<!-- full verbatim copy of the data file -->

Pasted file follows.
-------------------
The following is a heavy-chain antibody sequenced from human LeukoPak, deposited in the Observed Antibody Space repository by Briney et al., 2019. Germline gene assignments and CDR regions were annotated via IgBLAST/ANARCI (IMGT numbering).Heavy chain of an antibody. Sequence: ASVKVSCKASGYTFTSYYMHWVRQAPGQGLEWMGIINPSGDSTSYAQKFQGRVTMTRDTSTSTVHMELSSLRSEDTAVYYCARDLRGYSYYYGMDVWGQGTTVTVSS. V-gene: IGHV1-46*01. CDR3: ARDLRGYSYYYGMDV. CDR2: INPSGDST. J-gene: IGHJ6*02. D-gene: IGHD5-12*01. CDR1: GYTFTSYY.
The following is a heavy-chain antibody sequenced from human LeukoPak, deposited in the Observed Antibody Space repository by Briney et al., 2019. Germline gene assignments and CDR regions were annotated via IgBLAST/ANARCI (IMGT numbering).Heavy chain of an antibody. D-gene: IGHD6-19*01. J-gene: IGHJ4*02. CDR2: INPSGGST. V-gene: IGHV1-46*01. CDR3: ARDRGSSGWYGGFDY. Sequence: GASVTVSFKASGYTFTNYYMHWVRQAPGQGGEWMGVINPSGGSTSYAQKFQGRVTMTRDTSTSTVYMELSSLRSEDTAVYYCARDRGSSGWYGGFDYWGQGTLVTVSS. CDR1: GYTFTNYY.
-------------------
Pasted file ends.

The following is a heavy-chain antibody sequenced from human LeukoPak, deposited in the Observed Antibody Space repository by Briney et al., 2019. Germline gene assignments and CDR regions were annotated via IgBLAST/ANARCI (IMGT numbering).Heavy chain of an antibody. Sequence: ASVKVSCKASGYTFTSYYMHWVRQAPGQGLEWMGIINPSGDSTSYAQKFQGRVTMTRDTSTSTVHMELSSLRSEDTAVYYCARDLRGYSYYYGMDVWGQGTTVTVSS. V-gene: IGHV1-46*01. CDR3: ARDLRGYSYYYGMDV. CDR2: INPSGDST. J-gene: IGHJ6*02. D-gene: IGHD5-12*01. CDR1: GYTFTSYY.
The following is a heavy-chain antibody sequenced from human LeukoPak, deposited in the Observed Antibody Space repository by Briney et al., 2019. Germline gene assignments and CDR regions were annotated via IgBLAST/ANARCI (IMGT numbering).Heavy chain of an antibody. D-gene: IGHD6-19*01. J-gene: IGHJ4*02. CDR2: INPSGGST. V-gene: IGHV1-46*01. CDR3: ARDRGSSGWYGGFDY. Sequence: GASVTVSFKASGYTFTNYYMHWVRQAPGQGGEWMGVINPSGGSTSYAQKFQGRVTMTRDTSTSTVYMELSSLRSEDTAVYYCARDRGSSGWYGGFDYWGQGTLVTVSS. CDR1: GYTFTNYY.